More Than Choirs Come Together

by Frances Stebbins

Fifty years ago, maybe even twenty, such an event could hardly have happened in traditional Salem, but at the end of the month in which black history is recalled about 80 members of the adult choirs of the African-American Shiloh Baptist Church and the mostly-white St. Paul’s Episcopal Church came together for a concert representing their musical traditions.

The catalyst was Dr. James Abbington, a specialist in sacred music of the black tradition, who came to Salem from Atlanta where he is a faculty member of Candler School of Theology of Emory University. He also works with the GIA publisher of church music and has edited a recently published hymnal containing contemporary gospel, newly arranged spirituals as well as hymns familiar to most Protestant churchgoers.

The Feb. 26 concert at Shiloh Baptist marked the second time the two choirs had prepared such a concert; they sang to a full house in Brotherhood Month 2009. The more recent program had competition from other black history events and was held on an afternoon when many were enjoying the early spring sunshine. However, that didn’t damped the spirits of the singers or their audience of several hundred.

Abbington the director is familiar to many African-American church members, for he has visited the valley over the past 35 years since his mother, Daisy Abbington, moved to Roanoke to work as a paralegal. The professor hails from the Bluefield,W.Va. area when even as a teen his musical talent was evident. He has degrees from Morehouse College in Atlanta as well as from the University of Michigan. His achievements include authorship of several books on African-American musical heritage, being the national director of music for a major black Baptist group and leading workshops for choir directors under sponsorship of the music publisher.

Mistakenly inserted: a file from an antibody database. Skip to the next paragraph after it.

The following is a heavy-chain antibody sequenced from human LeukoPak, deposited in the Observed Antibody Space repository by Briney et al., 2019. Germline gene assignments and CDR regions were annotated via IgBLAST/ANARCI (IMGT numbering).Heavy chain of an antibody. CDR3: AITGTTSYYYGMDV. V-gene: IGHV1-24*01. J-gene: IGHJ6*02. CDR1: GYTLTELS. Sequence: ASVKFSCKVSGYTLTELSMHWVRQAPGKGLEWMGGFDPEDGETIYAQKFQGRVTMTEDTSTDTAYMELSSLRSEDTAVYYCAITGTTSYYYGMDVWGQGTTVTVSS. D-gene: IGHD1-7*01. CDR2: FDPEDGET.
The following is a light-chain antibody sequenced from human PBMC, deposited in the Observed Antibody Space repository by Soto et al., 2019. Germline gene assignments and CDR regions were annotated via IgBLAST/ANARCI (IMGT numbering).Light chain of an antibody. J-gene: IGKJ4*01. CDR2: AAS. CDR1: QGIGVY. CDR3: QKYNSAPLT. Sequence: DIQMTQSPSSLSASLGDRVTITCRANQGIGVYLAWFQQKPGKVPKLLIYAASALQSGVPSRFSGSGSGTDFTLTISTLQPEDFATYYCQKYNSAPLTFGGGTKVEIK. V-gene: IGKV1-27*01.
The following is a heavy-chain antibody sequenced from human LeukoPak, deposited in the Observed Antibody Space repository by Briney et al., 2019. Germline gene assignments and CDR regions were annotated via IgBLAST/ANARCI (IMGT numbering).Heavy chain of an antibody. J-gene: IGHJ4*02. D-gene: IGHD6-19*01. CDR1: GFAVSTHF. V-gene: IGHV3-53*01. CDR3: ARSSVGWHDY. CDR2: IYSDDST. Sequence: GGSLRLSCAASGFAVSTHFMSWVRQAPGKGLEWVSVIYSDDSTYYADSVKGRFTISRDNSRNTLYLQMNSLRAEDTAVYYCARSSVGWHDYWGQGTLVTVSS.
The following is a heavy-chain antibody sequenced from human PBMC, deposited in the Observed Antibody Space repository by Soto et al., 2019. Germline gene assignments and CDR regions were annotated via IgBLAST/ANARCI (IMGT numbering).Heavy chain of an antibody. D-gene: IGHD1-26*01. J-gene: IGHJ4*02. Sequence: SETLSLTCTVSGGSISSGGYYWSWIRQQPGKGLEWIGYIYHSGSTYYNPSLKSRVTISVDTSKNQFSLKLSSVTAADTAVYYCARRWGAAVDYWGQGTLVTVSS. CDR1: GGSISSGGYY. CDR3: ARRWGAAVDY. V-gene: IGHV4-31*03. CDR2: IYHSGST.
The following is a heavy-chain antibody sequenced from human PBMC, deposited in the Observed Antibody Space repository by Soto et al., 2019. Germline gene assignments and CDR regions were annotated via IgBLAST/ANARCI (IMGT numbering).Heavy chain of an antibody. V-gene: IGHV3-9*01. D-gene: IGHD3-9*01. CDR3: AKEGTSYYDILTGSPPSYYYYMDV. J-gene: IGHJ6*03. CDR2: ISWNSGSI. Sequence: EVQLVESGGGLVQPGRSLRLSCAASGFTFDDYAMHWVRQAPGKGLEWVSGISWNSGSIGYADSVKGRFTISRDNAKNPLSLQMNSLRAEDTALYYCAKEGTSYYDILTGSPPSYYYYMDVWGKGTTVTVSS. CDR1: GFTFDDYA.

Several years ago while attending the summer convention of the American Guild of Organists, Abbington met Rose Ann Burgess, director of music at the Salem Episcopal parish. With ties to Roanoke and with both having grown up in Southern West Virginia, the musicians conceived the idea of a joint concert of the choirs of the churches which are one block apart in downtown Salem. Both have long histories in the city  with the Episcopal church dating from 1852 and the Baptist from 1896.

Shiloh’s choir, one of several musical groups at the black Baptist church, is directed by Roscoe McFadden. He readily agreed to join the planning. The result was four anthems of contemporary gospel style sung by the Shiloh choir, four representing Anglican music of the Baroque period and an arrangement of the simple “Jesus Loves Me” sung by the St. Paul’s choir and three more works of a modified gospel style which were performed by the joint choir.

For the anthems of their own traditions, the choirs sang separately in the Shiloh loft,but for the three joint the groups intermingled creating an effect of harmony which many in the congregation experienced as highly moving.

Under director Abbington’s skillful touch those like myself in the Episcopal choir eventually caught the rhythm of our black neighbors many of whom perform from memory. We sang our way “to the rafters,” as the director put it, with the congregation joining in for some numbers like the simple “Koinonia” which asks how one can love the Lord and ignore people met every day.

The churches hope to continue some local mission project together.

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